Dagan to push for change in political system

Former Mossad head would like to see larger parties strengthened, prime ministers able to govern without constant fear of coalition collapse.

November 30, 2011 01:31
2 minute read.
Meir Dagan with Shaul Mofaz.

Meir Dagan with Shaul Mofaz 311. (photo credit: Marc Israel Sellem)


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Former Mossad chief Meir Dagan’s shift from behind the scenes to public life escalated significantly Tuesday when he announced that he would form a new movement aimed at changing the Israeli political system.

The Ma’ariv daily reported exclusively on Tuesday that Dagan would head a well-funded campaign aimed at obtaining one million signatures from Israeli citizens supporting change in the system, and then using them to pressure the government to take action.

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'Meir Dagan required to return diplomatic passport'
Let Dagan speak

“We must change the political system immediately,” he told the newspaper. “It won’t be a political movement and won’t have any connection to any current party. It will be a public movement whose sole goal will be to change the current political system as soon as possible. I intend to go for this with full force.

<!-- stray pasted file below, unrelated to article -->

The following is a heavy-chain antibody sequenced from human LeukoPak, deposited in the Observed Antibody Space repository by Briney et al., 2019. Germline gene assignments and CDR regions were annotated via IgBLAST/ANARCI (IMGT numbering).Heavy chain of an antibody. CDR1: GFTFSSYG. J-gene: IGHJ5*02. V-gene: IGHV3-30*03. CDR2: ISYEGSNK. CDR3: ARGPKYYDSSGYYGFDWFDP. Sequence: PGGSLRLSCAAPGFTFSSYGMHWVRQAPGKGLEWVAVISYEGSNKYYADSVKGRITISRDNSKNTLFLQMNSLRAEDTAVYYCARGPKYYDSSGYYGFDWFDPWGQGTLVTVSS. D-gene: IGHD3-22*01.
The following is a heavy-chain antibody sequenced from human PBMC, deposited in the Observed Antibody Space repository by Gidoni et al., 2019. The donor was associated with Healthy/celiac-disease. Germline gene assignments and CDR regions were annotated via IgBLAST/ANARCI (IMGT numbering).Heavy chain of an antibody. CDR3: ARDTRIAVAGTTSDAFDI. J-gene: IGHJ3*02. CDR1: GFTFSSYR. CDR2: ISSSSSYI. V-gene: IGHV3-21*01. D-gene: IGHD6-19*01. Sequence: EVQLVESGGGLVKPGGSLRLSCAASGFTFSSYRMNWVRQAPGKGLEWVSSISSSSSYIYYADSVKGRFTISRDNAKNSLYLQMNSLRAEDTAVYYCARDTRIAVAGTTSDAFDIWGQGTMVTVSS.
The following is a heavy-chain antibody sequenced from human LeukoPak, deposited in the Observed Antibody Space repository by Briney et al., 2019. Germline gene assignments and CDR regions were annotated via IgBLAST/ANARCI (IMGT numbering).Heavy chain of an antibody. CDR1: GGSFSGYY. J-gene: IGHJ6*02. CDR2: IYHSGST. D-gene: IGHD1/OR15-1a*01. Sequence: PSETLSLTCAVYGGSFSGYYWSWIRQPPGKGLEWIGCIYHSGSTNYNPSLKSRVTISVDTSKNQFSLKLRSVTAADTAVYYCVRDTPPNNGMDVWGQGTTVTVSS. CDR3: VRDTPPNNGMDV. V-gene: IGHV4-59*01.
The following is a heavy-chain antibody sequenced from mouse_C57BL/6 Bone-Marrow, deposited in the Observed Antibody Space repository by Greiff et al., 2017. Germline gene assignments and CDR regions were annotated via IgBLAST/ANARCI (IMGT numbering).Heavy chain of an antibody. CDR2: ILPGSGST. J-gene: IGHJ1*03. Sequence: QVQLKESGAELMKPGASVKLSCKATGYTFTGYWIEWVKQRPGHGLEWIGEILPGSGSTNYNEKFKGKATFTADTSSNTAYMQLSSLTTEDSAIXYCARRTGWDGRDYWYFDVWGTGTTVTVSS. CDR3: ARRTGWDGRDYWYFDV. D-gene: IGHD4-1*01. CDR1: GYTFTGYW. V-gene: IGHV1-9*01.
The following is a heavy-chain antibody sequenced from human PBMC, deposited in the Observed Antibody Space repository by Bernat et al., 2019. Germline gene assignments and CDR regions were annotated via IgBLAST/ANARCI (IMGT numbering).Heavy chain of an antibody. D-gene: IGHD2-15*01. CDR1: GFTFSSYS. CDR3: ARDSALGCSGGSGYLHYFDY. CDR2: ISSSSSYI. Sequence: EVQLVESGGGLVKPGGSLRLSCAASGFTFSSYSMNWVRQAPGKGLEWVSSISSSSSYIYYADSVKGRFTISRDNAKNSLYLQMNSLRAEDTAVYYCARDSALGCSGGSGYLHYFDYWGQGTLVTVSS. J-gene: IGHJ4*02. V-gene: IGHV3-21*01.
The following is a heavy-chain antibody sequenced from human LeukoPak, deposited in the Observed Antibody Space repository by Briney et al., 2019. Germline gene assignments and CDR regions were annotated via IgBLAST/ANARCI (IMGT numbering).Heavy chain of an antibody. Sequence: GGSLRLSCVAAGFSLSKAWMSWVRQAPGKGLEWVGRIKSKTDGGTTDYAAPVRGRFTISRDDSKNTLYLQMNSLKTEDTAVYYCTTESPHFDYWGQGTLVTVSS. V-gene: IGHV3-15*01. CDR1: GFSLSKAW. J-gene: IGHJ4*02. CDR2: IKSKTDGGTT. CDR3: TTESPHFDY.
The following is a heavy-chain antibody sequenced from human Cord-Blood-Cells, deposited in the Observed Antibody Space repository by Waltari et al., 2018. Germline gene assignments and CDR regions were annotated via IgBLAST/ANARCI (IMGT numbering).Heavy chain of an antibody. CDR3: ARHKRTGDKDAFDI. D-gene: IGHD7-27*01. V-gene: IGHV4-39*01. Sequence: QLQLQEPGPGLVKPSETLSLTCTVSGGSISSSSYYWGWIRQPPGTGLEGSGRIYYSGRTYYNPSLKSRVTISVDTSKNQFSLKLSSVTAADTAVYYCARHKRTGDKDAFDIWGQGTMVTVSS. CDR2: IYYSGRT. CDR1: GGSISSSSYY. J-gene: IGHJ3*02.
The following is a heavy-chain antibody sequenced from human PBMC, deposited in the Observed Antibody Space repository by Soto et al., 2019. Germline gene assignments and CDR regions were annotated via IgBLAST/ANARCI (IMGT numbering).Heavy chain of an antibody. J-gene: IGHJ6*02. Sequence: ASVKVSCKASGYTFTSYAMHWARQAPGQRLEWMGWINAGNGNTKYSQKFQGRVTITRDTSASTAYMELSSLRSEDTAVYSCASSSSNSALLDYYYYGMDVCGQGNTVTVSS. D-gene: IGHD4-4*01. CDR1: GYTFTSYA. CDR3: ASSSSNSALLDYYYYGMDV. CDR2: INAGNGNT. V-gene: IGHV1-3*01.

The current political system is a threat to the future of the state and if we don’t change it we’re lost.”

Dagan’s main criticism of the system is that large parties are not large enough, and smaller parties that hold the balance of power are able to dictate to them. Prof. Uriel Reichman, who helped found the secularist Shinui party, said the new movement would urge that steps be taken to give prime ministers more power to govern without fear of having their governments fall.

It was not immediately known Tuesday whether the movement would back direct regional elections for some Knesset seats, a prospective change that in the past has enjoyed the most support among MKs and the general public.

Besides Dagan and Reichman, the movement is expected to include Kadima strategist Reuven Adler and former centrist MK and minister Amnon Lipkin-Shahak, who, like Dagan, is a vocal critic of Prime Minister Binyamin Netanyahu.

Dagan’s first interview since leaving the Mossad will be broadcast Thursday on Channel 2. In a clip from the interview broadcast on Tuesday, Dagan slammed Defense Minister Ehud Barak for recently suggesting that if Israel attacked Iran, retaliation would result in the deaths of no more than 500 Israelis.

“I think the price will be much higher in human life, destruction and the paralysis of normal life,” Dagan told interviewer Ilana Dayan. “If Israel attacks Iran, it would lead the country into a regional war. Hamas, Hezbollah and Syria will attack Israel.”

Dagan, who also came out against the prisoner exchange for abducted soldier Gilad Schalit, slammed efforts by top politicians to silence him.

“With all due respect, I won’t let the defense minister, prime minister or finance minister prevent me from expressing my opinion,” he said. “We don’t live in an undemocratic country. In a democratic country, I have a right to express my opinion.”

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